Each of these has different features, and each is continuing to develop. They will improve over time. While we often speak of such apps using the term “ChatGPT,” generically, there are actually many varieties of generative AI apps with more to come. Sabrina Ortiz of Wired writes:
ChatGPT is only one of the many increasingly popular chatbots. Our picks for the best AI chatbots and writers can lighten your workload by writing emails and essays. Although ChatGPT has made quite the buzz, its popularity has made it unreliable for everyday use since it’s often at capacity. The good thing is there are plenty of AI chatbots that are just as capable, and available whenever you need them. We put together a list of the best AI chatbots and AI writers on the market and detailed everything you need to know before choosing your next writing assistant.
We will see improvements and additions to the list of available generative AI apps on a daily basis in the coming months. Meanwhile, we should practice writing effective prompts for the different apps you are following. Best practices will vary from chatbot to chatbot, yet the beginning guidelines should include giving precise background and context; stating expressly what you are seeking; and unlike prior search apps, more in the prompt is better than less. Write your prompts as you would speak to a professional colleague. The key to success is to practice, practice, practice until you can be confident in your prompting approach for that particular app.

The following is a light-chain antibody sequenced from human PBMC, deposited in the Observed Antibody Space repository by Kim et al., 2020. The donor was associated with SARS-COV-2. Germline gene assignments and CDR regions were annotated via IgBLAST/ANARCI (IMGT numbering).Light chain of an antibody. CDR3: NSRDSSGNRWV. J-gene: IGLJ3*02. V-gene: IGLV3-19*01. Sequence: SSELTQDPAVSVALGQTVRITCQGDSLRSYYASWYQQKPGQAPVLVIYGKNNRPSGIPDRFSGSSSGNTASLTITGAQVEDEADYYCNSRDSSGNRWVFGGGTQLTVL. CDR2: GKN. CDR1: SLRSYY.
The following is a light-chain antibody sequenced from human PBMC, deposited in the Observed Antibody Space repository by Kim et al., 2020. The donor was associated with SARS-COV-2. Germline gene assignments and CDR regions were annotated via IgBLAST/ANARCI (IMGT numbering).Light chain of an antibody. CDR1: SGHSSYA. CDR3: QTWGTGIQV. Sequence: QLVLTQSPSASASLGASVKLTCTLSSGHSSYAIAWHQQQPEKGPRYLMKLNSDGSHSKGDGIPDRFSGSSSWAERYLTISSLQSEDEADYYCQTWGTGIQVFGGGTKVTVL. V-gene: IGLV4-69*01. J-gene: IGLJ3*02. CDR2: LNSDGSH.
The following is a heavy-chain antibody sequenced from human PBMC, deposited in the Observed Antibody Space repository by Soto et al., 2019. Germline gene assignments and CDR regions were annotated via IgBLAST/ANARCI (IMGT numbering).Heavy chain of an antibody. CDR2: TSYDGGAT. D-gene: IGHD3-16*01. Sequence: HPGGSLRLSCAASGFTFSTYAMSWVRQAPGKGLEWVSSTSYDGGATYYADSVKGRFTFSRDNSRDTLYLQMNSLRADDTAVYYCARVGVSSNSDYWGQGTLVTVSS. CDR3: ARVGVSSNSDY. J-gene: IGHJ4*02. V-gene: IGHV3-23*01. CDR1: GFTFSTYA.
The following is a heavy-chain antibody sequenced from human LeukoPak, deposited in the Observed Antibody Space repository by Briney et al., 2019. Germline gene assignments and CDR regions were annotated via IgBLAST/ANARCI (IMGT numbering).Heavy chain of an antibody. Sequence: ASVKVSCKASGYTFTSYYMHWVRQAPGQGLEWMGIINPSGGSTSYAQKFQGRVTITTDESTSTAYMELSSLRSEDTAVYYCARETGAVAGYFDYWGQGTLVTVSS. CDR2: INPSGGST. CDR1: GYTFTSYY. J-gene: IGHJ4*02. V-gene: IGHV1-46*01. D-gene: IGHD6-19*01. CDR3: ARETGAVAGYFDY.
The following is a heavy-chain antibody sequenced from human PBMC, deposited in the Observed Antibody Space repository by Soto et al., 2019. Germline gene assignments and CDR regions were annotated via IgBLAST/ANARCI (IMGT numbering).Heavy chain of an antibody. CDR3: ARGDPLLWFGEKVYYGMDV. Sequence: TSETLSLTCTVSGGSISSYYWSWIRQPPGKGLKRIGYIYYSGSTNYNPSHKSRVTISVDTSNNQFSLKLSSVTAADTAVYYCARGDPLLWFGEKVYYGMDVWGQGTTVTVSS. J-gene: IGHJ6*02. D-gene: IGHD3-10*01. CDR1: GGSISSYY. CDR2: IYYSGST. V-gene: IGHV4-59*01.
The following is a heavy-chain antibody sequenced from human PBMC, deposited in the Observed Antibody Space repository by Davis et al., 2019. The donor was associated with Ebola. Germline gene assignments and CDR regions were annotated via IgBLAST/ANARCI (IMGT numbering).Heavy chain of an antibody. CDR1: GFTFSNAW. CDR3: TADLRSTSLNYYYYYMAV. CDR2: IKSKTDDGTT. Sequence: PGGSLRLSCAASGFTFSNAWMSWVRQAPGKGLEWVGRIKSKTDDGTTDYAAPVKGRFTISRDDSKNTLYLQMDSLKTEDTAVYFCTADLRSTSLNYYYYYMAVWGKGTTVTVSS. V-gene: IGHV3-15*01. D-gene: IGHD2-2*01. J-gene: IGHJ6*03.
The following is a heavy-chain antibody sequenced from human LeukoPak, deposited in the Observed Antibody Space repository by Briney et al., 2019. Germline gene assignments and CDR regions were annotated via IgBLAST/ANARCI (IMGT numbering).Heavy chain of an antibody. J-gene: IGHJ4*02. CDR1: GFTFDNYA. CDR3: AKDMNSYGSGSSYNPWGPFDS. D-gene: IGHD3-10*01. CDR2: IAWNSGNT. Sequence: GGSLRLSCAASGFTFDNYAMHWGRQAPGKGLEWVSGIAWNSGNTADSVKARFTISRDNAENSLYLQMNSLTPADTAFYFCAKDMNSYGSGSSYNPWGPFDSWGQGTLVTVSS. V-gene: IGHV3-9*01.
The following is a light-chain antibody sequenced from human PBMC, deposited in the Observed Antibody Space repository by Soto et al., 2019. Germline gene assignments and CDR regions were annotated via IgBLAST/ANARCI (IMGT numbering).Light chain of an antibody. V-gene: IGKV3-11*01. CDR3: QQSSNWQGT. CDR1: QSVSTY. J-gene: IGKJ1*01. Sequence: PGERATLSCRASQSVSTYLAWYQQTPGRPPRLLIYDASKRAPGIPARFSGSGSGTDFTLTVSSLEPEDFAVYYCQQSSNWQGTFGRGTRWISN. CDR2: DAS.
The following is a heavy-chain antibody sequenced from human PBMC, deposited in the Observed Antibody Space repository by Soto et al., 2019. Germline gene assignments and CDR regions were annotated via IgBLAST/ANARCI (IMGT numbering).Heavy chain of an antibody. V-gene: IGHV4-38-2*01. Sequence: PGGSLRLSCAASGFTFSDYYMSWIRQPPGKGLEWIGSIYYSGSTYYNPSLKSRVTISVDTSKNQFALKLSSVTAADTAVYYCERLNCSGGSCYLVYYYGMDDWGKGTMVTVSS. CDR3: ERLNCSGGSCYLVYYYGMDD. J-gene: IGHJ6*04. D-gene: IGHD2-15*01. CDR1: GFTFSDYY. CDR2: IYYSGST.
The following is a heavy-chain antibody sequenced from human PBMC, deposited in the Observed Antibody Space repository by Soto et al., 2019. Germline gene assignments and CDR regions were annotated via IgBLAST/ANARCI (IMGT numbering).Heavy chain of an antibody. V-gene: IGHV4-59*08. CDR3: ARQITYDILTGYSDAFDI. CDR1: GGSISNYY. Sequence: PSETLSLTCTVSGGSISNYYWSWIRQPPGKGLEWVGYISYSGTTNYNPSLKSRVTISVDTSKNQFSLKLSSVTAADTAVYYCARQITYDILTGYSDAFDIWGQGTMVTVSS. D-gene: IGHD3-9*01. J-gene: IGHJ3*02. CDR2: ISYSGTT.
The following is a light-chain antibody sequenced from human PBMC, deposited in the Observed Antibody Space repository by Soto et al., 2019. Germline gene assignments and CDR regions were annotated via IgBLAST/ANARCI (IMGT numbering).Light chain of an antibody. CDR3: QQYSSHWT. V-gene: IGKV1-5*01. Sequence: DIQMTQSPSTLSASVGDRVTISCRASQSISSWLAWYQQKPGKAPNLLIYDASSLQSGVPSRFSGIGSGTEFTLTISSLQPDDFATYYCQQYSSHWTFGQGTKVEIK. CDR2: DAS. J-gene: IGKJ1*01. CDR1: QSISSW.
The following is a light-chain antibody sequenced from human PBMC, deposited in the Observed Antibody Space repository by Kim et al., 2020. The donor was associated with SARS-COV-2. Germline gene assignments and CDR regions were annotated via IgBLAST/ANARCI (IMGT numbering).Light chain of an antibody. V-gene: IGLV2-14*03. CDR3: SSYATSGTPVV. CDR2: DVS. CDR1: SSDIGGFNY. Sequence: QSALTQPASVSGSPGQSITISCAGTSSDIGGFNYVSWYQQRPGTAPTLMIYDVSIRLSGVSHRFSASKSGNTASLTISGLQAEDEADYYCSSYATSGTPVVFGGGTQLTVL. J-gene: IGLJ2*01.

This article was originally published in Inside Higher Ed’s Transforming Teaching & Learning blog.
Ray Schroeder is Professor Emeritus, Associate Vice Chancellor for Online Learning at the University of Illinois Springfield (UIS) and Senior Fellow at UPCEA. Each year, Ray publishes and presents nationally on emerging topics in online and technology-enhanced learning. Ray’s social media publications daily reach more than 12,000 professionals. He is the inaugural recipient of the A. Frank Mayadas Online Leadership Award, recipient of the University of Illinois Distinguished Service Award, the United States Distance Learning Association Hall of Fame Award, and the American Journal of Distance Education/University of Wisconsin Wedemeyer Excellence in Distance Education Award 2016.